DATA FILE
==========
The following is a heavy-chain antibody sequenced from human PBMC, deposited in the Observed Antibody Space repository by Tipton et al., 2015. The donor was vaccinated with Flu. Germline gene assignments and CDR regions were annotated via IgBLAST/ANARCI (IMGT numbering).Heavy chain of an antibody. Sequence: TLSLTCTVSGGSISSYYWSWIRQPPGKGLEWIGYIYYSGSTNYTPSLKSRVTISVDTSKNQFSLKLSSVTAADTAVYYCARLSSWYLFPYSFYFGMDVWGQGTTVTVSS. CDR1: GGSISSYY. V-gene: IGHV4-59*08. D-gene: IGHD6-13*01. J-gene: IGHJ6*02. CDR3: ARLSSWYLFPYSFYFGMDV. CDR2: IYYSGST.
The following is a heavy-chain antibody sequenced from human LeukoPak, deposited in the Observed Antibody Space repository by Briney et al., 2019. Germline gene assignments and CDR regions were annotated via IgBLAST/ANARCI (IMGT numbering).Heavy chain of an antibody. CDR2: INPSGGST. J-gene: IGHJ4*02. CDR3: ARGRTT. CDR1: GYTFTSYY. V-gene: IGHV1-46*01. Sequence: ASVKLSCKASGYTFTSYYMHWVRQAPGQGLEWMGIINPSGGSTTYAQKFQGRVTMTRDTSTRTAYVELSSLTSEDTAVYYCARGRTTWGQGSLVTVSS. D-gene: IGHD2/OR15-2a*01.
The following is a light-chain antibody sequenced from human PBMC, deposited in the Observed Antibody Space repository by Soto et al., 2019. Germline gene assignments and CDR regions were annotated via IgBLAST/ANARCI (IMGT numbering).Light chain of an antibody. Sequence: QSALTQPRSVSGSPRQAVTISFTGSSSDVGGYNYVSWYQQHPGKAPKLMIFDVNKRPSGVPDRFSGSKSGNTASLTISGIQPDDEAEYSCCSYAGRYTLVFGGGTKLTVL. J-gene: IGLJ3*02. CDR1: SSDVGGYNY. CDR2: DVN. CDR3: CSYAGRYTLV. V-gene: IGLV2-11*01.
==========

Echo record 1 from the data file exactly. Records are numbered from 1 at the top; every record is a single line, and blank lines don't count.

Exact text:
The following is a heavy-chain antibody sequenced from human PBMC, deposited in the Observed Antibody Space repository by Tipton et al., 2015. The donor was vaccinated with Flu. Germline gene assignments and CDR regions were annotated via IgBLAST/ANARCI (IMGT numbering).Heavy chain of an antibody. Sequence: TLSLTCTVSGGSISSYYWSWIRQPPGKGLEWIGYIYYSGSTNYTPSLKSRVTISVDTSKNQFSLKLSSVTAADTAVYYCARLSSWYLFPYSFYFGMDVWGQGTTVTVSS. CDR1: GGSISSYY. V-gene: IGHV4-59*08. D-gene: IGHD6-13*01. J-gene: IGHJ6*02. CDR3: ARLSSWYLFPYSFYFGMDV. CDR2: IYYSGST.